Why do your ears pop when you’re on a train that goes underground or comes up, while this doesn’t happen when you’re going up or down in an elevator?

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Why do your ears pop when you’re on a train that goes underground or comes up, while this doesn’t happen when you’re going up or down in an elevator?

In: Physics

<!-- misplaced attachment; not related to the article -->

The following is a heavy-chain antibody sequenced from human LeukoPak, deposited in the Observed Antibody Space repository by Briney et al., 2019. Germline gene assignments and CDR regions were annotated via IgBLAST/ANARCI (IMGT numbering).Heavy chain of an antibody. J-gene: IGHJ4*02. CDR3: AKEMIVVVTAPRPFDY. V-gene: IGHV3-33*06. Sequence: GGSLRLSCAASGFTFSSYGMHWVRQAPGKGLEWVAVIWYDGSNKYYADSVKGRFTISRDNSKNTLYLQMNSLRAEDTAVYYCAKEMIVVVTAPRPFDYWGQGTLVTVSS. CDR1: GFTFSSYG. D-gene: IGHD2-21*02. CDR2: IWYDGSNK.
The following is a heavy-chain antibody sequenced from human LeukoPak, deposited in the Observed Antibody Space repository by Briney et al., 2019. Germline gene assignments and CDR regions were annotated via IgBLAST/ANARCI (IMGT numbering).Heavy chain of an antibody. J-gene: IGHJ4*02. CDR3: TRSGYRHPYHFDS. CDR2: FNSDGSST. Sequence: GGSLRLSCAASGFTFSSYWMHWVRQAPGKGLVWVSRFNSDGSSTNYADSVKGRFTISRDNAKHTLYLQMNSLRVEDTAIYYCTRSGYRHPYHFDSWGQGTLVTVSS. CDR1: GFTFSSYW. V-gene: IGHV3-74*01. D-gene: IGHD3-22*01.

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Pressure in the tunnel is higher due to train speed and air trapped in the tunnel colliding. This makes the air pressure in your ear increase and once the train clears the tunnel air pressure returns to normal causing the pop. The air pressure in buildings is consistent and elevators are designed to move slowly enough to not cause pressure to build up in the shaft. Theoretically if an elevator could do this it could also shatter the windows on the upper floors from the pressure extremes